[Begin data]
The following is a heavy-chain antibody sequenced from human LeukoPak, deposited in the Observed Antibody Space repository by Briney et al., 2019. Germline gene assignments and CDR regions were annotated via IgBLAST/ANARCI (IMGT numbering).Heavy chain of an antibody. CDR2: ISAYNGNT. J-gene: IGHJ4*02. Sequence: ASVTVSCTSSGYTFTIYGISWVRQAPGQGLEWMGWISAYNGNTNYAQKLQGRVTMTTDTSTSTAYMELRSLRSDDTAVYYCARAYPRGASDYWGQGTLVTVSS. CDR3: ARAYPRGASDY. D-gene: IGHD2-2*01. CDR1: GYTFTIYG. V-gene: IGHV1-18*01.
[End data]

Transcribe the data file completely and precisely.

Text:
The following is a heavy-chain antibody sequenced from human LeukoPak, deposited in the Observed Antibody Space repository by Briney et al., 2019. Germline gene assignments and CDR regions were annotated via IgBLAST/ANARCI (IMGT numbering).Heavy chain of an antibody. CDR2: ISAYNGNT. J-gene: IGHJ4*02. Sequence: ASVTVSCTSSGYTFTIYGISWVRQAPGQGLEWMGWISAYNGNTNYAQKLQGRVTMTTDTSTSTAYMELRSLRSDDTAVYYCARAYPRGASDYWGQGTLVTVSS. CDR3: ARAYPRGASDY. D-gene: IGHD2-2*01. CDR1: GYTFTIYG. V-gene: IGHV1-18*01.